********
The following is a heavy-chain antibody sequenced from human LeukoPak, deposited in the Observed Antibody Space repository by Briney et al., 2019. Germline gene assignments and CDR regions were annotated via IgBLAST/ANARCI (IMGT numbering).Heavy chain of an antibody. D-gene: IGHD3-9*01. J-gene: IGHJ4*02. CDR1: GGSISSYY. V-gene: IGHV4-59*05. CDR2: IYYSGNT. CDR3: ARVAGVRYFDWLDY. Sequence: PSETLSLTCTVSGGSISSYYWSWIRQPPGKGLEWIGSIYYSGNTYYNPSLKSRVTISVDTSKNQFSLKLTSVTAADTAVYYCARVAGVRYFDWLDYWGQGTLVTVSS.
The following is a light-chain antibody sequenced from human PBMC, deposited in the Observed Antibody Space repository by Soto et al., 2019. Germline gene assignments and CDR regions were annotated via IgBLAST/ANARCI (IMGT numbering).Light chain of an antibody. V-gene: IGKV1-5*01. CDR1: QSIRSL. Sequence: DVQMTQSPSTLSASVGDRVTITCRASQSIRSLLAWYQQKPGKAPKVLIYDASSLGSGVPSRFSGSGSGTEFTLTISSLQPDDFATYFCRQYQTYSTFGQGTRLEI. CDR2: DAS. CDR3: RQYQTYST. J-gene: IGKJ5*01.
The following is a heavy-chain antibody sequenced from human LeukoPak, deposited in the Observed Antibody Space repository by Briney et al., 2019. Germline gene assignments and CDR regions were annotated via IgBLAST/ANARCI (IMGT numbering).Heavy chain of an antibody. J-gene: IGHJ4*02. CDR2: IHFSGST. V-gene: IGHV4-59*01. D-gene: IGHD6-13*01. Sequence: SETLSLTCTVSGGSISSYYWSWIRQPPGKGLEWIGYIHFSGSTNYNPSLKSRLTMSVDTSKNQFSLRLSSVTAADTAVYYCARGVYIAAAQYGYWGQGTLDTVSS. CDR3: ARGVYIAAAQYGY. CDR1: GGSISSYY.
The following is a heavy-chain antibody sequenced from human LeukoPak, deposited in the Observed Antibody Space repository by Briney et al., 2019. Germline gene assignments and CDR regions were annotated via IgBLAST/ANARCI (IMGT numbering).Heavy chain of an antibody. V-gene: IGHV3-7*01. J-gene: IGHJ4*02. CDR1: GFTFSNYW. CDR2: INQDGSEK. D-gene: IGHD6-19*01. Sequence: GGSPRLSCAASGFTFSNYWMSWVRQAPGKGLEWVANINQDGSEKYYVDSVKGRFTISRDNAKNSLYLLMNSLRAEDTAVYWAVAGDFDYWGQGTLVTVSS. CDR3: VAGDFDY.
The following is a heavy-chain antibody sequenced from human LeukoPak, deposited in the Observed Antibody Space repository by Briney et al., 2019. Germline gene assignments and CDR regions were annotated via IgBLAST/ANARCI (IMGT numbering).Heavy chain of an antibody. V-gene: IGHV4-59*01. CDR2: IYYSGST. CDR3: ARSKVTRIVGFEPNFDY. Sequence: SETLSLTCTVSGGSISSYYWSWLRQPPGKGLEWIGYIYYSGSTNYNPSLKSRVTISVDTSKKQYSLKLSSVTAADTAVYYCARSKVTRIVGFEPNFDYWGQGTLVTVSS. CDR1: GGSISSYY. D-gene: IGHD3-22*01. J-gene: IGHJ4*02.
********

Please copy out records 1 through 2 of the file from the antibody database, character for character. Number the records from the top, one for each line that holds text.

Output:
The following is a heavy-chain antibody sequenced from human LeukoPak, deposited in the Observed Antibody Space repository by Briney et al., 2019. Germline gene assignments and CDR regions were annotated via IgBLAST/ANARCI (IMGT numbering).Heavy chain of an antibody. D-gene: IGHD3-9*01. J-gene: IGHJ4*02. CDR1: GGSISSYY. V-gene: IGHV4-59*05. CDR2: IYYSGNT. CDR3: ARVAGVRYFDWLDY. Sequence: PSETLSLTCTVSGGSISSYYWSWIRQPPGKGLEWIGSIYYSGNTYYNPSLKSRVTISVDTSKNQFSLKLTSVTAADTAVYYCARVAGVRYFDWLDYWGQGTLVTVSS.
The following is a light-chain antibody sequenced from human PBMC, deposited in the Observed Antibody Space repository by Soto et al., 2019. Germline gene assignments and CDR regions were annotated via IgBLAST/ANARCI (IMGT numbering).Light chain of an antibody. V-gene: IGKV1-5*01. CDR1: QSIRSL. Sequence: DVQMTQSPSTLSASVGDRVTITCRASQSIRSLLAWYQQKPGKAPKVLIYDASSLGSGVPSRFSGSGSGTEFTLTISSLQPDDFATYFCRQYQTYSTFGQGTRLEI. CDR2: DAS. CDR3: RQYQTYST. J-gene: IGKJ5*01.